The 99 percent must insist Congress pass the Buffet Rule. They must render tax shirking by those in first class as unacceptable as driving with a pet dog strapped to the car roof. The survival-of-the-richest attitude is bad for the country and antithetical to democracy.
Obama should take his own advice and publicly rename the idea the "Reagan Rule" -- and then run a television ad explaining why to the country.
I asked myself: Would the president's Buffett rule rhetoric connect as well with the truly oppressed middle class people whose dreams and life savings have been shattered and who now don't worry about paying much in income taxes?
Tax credits don't work to encourage behavior if Americans can't understand them, so let's get Congress and the president to enact the "Baffle Rule" this year, so that our taxes for next year are friendlier and less baffling to the self-employed and small businesses.
If the American people make their voices heard and put enough pressure on Congress, we can restore fairness in our economic system, do what's right for the middle class, and show that Congress can stand up to special interests.
Buffett talks about how BRK intrinsic value is far greater than book value; Dimon goes on about how he is going to increase tangible book value by 15 to 20 percent a year.
Mr. President, you lost me and most of America with all your talk about Trojan Horses and Social Darwinism, as I thought I was back in a course on classics or American intellectual history at Harvard in the 1950s.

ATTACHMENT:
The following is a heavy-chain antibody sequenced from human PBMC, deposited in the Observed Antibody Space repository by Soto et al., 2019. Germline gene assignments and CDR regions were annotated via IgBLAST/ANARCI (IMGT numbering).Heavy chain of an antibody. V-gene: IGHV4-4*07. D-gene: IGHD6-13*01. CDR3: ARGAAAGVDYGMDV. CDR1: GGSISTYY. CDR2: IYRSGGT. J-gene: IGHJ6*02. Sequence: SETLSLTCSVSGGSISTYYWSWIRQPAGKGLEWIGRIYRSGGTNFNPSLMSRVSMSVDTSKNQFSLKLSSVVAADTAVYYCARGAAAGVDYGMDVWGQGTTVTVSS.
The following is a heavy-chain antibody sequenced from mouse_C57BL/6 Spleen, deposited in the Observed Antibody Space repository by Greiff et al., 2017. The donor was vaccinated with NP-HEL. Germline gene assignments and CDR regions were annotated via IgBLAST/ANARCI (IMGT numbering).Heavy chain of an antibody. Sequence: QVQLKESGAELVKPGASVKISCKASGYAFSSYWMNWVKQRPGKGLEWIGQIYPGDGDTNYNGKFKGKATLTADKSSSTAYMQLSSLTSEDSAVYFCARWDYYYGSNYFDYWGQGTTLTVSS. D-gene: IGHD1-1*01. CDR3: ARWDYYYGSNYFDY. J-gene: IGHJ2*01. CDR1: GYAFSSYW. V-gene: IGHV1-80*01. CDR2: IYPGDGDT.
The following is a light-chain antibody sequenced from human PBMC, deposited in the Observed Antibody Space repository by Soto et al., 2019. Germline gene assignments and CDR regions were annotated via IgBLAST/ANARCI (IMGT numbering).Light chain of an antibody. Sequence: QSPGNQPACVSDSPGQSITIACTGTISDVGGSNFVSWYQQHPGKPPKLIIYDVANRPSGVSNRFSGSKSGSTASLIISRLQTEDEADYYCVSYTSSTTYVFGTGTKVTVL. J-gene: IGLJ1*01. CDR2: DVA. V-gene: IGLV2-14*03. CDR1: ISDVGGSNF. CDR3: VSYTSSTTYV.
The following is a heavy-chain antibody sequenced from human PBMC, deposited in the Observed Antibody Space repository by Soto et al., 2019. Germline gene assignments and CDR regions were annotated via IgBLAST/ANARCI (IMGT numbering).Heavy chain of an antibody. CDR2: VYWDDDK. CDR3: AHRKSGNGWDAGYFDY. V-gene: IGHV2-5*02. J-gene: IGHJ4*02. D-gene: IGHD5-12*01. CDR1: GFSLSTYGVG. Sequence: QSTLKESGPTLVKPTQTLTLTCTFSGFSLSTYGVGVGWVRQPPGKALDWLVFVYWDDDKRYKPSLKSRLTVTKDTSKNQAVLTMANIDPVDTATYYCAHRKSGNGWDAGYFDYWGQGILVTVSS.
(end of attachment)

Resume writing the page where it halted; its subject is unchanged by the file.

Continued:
If you want to learn how to invest like Warren Buffett, you've got to learn how to sell investments effectively. Selling in this case can mean selling to take a profit or selling to take a loss to free up the cash and to emotionally move on.
Politicians insisted that identifying slimed beef is not necessary, or even wise, because the fabricated-sans-fat-smashed-meat-scraps-seasoned-with-ammonia mixture is more nutritious. They chose to champion not consumers but slime producers. The reason is obvious.
It may surprise a lot of people to find Ronald Reagan, Barack Obama, Sheldon Whitehouse and I on the same side of anything. But with an issue like this that makes so much sense the real question is, why does today's right wing disagree?
Raising corporate taxes -- or closing all the loopholes -- is a first step if we want to create a sustainable recovery, rather than more busted bubbles.
Warren Buffett once referred to derivatives as "financial weapons of mass destruction" created by "madmen." Real WMD have rarely been used. However, derivatives are used quite a lot, and it appears that Italy got hit by the derivatives WMD in January.
For too long in America, there's been two tax systems: one for the middle class and another for the very wealthiest. This year, let's make tax season about restoring tax fairness for America's working families.
Peter Buffett seeks to leave his audience with an inspirational and rewarding experience that develops ideas for living a fulfilling life. I thought it would be helpful to talk to Peter to get a better idea about the show.
How can you plan for a future where you create income that is more like Warren's? It starts with setting aside investable savings.
Here's a quick guide on how to avoid the Buffett rule if you're a large shareholder in a public company or have some extra cash to invest. But, unfortunately, these strategies won't help much if you're Jeremy Lin.